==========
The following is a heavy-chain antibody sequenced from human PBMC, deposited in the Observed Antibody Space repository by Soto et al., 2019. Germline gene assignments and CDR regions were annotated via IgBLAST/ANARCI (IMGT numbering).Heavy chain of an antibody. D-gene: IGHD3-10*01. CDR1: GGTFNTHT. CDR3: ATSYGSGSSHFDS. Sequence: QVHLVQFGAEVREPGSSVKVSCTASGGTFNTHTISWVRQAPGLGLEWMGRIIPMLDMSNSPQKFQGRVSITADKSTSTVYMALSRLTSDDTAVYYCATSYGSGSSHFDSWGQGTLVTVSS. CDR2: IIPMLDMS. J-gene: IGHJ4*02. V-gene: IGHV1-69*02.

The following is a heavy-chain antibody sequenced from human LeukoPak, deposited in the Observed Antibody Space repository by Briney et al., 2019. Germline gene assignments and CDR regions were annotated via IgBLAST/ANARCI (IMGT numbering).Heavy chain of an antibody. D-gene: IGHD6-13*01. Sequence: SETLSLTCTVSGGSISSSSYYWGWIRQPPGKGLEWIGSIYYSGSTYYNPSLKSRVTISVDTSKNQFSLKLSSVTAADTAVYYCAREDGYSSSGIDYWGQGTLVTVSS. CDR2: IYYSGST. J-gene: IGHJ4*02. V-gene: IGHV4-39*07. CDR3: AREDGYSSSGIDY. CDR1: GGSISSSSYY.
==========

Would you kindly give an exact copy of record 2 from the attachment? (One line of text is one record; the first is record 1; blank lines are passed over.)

The following is a heavy-chain antibody sequenced from human LeukoPak, deposited in the Observed Antibody Space repository by Briney et al., 2019. Germline gene assignments and CDR regions were annotated via IgBLAST/ANARCI (IMGT numbering).Heavy chain of an antibody. D-gene: IGHD6-13*01. Sequence: SETLSLTCTVSGGSISSSSYYWGWIRQPPGKGLEWIGSIYYSGSTYYNPSLKSRVTISVDTSKNQFSLKLSSVTAADTAVYYCAREDGYSSSGIDYWGQGTLVTVSS. CDR2: IYYSGST. J-gene: IGHJ4*02. V-gene: IGHV4-39*07. CDR3: AREDGYSSSGIDY. CDR1: GGSISSSSYY.